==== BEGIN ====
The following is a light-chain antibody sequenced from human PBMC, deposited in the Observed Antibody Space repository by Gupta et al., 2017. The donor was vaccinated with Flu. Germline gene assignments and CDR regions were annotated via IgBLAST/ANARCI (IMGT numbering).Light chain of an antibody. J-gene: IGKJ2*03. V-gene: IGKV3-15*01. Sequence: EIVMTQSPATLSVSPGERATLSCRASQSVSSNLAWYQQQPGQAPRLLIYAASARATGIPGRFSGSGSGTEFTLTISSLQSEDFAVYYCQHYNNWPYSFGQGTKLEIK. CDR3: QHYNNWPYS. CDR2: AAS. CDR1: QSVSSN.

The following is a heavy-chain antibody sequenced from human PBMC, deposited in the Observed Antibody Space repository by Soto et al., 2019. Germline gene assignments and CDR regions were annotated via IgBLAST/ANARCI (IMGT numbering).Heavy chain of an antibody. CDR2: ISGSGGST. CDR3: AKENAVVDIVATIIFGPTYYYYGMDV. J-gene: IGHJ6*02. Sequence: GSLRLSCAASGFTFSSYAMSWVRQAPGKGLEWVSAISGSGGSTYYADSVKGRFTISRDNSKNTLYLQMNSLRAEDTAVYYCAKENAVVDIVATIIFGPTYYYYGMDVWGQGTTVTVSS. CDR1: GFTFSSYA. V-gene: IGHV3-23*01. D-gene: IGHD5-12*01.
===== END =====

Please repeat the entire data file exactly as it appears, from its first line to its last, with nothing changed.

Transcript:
The following is a light-chain antibody sequenced from human PBMC, deposited in the Observed Antibody Space repository by Gupta et al., 2017. The donor was vaccinated with Flu. Germline gene assignments and CDR regions were annotated via IgBLAST/ANARCI (IMGT numbering).Light chain of an antibody. J-gene: IGKJ2*03. V-gene: IGKV3-15*01. Sequence: EIVMTQSPATLSVSPGERATLSCRASQSVSSNLAWYQQQPGQAPRLLIYAASARATGIPGRFSGSGSGTEFTLTISSLQSEDFAVYYCQHYNNWPYSFGQGTKLEIK. CDR3: QHYNNWPYS. CDR2: AAS. CDR1: QSVSSN.

The following is a heavy-chain antibody sequenced from human PBMC, deposited in the Observed Antibody Space repository by Soto et al., 2019. Germline gene assignments and CDR regions were annotated via IgBLAST/ANARCI (IMGT numbering).Heavy chain of an antibody. CDR2: ISGSGGST. CDR3: AKENAVVDIVATIIFGPTYYYYGMDV. J-gene: IGHJ6*02. Sequence: GSLRLSCAASGFTFSSYAMSWVRQAPGKGLEWVSAISGSGGSTYYADSVKGRFTISRDNSKNTLYLQMNSLRAEDTAVYYCAKENAVVDIVATIIFGPTYYYYGMDVWGQGTTVTVSS. CDR1: GFTFSSYA. V-gene: IGHV3-23*01. D-gene: IGHD5-12*01.